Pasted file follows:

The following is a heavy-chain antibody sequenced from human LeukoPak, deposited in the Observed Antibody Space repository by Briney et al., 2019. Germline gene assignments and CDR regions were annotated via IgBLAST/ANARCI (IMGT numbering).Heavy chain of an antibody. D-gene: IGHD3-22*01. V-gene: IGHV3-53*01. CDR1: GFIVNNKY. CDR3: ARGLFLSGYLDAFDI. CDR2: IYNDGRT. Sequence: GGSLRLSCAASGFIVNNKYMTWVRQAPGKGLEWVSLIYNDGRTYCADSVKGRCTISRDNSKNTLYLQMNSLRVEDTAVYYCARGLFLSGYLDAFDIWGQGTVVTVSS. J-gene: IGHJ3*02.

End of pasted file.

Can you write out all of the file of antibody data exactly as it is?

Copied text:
The following is a heavy-chain antibody sequenced from human LeukoPak, deposited in the Observed Antibody Space repository by Briney et al., 2019. Germline gene assignments and CDR regions were annotated via IgBLAST/ANARCI (IMGT numbering).Heavy chain of an antibody. D-gene: IGHD3-22*01. V-gene: IGHV3-53*01. CDR1: GFIVNNKY. CDR3: ARGLFLSGYLDAFDI. CDR2: IYNDGRT. Sequence: GGSLRLSCAASGFIVNNKYMTWVRQAPGKGLEWVSLIYNDGRTYCADSVKGRCTISRDNSKNTLYLQMNSLRVEDTAVYYCARGLFLSGYLDAFDIWGQGTVVTVSS. J-gene: IGHJ3*02.